36th DPS Meeting, 8-12 November 2004
Session 37 Mars Atmosphere
Poster II, Thursday, November 11, 2004, 4:15-7:00pm, Exhibition Hall 1A

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[37.08] Atmospheric optical depths from HRSC stereo images of Gusev crater and elsewhere on Mars

N. M. Hoekzema, W. J. Markiewicz, A. Inada, S. H. Hviid, H. U. Keller (MPS, Katlenburg-Lindau, Germany), K. Gwinner, H. Hoffmann (DLR, Berlin, Germany), J. A. Meima (BGR, Hanover, Germany), G. Neukum (FU Berlin, Germany), HRSC Team, MER Science Team

Stereo images taken with the High Resolution Stereo Camera (HRSC) onboard the Mars Express orbiter offer a unique and powerful way to study Mars and its atmosphere. Since the atmosphere contains large and variable amounts of aerosols that scatter light and influence the images, image analysis requires careful consideration of atmospheric effects. An essential parameter is the optical depth, which often is retrievable from stereo observations with the ‘so called’ stereo method. This method uses contrast differences between stereo images to estimate optical depths. Software for this purpose has been developed at the MPS in Lindau Germany. The method uses map-projected ortho-images and complementary data on the imaging geometry from photogrammetric software developed at DLR. For validation, we compared optical depths retrieved from HRSC images with measurements from the Spirit rover in Gusev. On Jan 16 2004 Spirit looked up into the Sun and measured the local optical depth at 0.87—0.89. That same day, during orbit 24 of MEX, HRSC observed Gusev. HRSC’s stereo images yielded 0.91 ± 0.04, in good agreement with Spirit’s ground truth.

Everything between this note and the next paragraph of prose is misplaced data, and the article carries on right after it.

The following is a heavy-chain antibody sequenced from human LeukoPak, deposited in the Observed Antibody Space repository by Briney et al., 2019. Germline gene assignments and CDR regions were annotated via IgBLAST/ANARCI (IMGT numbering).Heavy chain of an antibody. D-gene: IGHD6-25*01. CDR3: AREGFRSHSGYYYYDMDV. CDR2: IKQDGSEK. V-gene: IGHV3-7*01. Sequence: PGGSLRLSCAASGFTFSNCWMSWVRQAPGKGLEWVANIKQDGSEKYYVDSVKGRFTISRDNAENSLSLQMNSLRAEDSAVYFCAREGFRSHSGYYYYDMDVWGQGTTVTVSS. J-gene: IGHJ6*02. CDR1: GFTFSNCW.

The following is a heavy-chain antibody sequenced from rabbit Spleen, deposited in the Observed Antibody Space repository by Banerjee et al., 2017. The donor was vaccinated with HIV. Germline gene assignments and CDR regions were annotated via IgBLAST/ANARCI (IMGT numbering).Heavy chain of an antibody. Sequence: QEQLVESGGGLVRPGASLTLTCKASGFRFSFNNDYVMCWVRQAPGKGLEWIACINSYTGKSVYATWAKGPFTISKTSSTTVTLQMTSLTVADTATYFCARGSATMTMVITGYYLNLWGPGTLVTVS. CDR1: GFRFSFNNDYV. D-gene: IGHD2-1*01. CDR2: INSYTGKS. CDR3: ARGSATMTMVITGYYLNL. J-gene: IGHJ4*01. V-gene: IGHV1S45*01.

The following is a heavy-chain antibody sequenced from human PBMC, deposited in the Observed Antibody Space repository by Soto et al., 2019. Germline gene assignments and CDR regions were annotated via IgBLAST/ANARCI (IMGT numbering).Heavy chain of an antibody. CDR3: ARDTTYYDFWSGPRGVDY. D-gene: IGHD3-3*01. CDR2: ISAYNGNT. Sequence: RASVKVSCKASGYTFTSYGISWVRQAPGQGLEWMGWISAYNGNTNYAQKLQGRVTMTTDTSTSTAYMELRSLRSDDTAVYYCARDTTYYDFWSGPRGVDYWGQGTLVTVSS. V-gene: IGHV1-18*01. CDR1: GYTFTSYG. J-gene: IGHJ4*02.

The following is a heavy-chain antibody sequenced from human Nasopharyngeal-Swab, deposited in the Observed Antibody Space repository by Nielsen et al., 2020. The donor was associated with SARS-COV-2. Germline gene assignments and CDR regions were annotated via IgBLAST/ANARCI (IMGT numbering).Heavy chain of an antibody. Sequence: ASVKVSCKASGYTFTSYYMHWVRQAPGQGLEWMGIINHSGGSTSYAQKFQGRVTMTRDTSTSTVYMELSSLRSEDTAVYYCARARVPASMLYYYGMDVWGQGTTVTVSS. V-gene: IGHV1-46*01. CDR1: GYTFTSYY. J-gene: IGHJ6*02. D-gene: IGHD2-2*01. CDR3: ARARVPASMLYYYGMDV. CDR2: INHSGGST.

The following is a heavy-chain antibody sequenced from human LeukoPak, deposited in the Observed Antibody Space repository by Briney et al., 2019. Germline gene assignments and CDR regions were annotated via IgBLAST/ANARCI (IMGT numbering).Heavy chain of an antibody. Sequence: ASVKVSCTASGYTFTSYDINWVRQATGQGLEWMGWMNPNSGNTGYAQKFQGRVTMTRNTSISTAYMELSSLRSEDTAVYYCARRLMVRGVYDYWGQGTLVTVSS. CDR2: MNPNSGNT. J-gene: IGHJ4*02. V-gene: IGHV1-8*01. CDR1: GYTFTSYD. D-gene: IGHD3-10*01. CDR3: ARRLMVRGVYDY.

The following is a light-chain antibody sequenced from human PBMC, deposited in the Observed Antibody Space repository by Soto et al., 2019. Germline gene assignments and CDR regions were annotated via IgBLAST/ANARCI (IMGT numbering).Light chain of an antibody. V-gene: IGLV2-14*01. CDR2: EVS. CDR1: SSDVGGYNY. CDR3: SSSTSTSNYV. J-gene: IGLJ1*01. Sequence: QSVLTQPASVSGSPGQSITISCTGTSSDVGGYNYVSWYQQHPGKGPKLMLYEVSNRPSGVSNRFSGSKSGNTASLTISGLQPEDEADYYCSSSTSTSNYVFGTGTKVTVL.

Spirit landed in a contrast-rich region. For accurate retrievals, sufficient contrast is essential. Low contrast regions, say <5% in RMS, generally yield large errors. In addition, careful consideration of topography proves crucial. The stereo-method works best on flat terrain since then the surface looks almost the same in all images, even though these were observed from different viewing angles. Retrievals from regions with a lot of sharp topography, such as cliffs and crater edges, generally are unreliable since such features can look very different from different perspectives. We use HRSC stereo images, and the Digital Terrain Models derived from these, to study effects from topography and contrast.

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Bulletin of the American Astronomical Society, 36 #4
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